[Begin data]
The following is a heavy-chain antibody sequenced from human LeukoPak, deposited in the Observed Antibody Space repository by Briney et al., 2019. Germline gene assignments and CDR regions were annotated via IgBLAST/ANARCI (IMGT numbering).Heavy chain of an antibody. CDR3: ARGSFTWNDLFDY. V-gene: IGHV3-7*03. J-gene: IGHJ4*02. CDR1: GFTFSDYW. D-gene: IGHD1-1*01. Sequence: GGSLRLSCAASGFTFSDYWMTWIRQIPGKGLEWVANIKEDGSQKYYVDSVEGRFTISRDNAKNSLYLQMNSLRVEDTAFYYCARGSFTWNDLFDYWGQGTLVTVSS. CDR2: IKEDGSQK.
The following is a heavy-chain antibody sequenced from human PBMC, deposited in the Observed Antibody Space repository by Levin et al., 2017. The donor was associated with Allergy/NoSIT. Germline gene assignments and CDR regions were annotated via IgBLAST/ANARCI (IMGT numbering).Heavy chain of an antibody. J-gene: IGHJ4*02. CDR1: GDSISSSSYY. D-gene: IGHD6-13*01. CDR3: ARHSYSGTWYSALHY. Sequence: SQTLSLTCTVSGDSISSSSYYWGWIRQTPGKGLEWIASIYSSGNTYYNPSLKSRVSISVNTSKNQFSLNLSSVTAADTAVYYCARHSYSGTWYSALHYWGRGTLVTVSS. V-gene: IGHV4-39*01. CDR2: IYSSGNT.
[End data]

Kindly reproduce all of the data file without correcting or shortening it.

The following is a heavy-chain antibody sequenced from human LeukoPak, deposited in the Observed Antibody Space repository by Briney et al., 2019. Germline gene assignments and CDR regions were annotated via IgBLAST/ANARCI (IMGT numbering).Heavy chain of an antibody. CDR3: ARGSFTWNDLFDY. V-gene: IGHV3-7*03. J-gene: IGHJ4*02. CDR1: GFTFSDYW. D-gene: IGHD1-1*01. Sequence: GGSLRLSCAASGFTFSDYWMTWIRQIPGKGLEWVANIKEDGSQKYYVDSVEGRFTISRDNAKNSLYLQMNSLRVEDTAFYYCARGSFTWNDLFDYWGQGTLVTVSS. CDR2: IKEDGSQK.
The following is a heavy-chain antibody sequenced from human PBMC, deposited in the Observed Antibody Space repository by Levin et al., 2017. The donor was associated with Allergy/NoSIT. Germline gene assignments and CDR regions were annotated via IgBLAST/ANARCI (IMGT numbering).Heavy chain of an antibody. J-gene: IGHJ4*02. CDR1: GDSISSSSYY. D-gene: IGHD6-13*01. CDR3: ARHSYSGTWYSALHY. Sequence: SQTLSLTCTVSGDSISSSSYYWGWIRQTPGKGLEWIASIYSSGNTYYNPSLKSRVSISVNTSKNQFSLNLSSVTAADTAVYYCARHSYSGTWYSALHYWGRGTLVTVSS. V-gene: IGHV4-39*01. CDR2: IYSSGNT.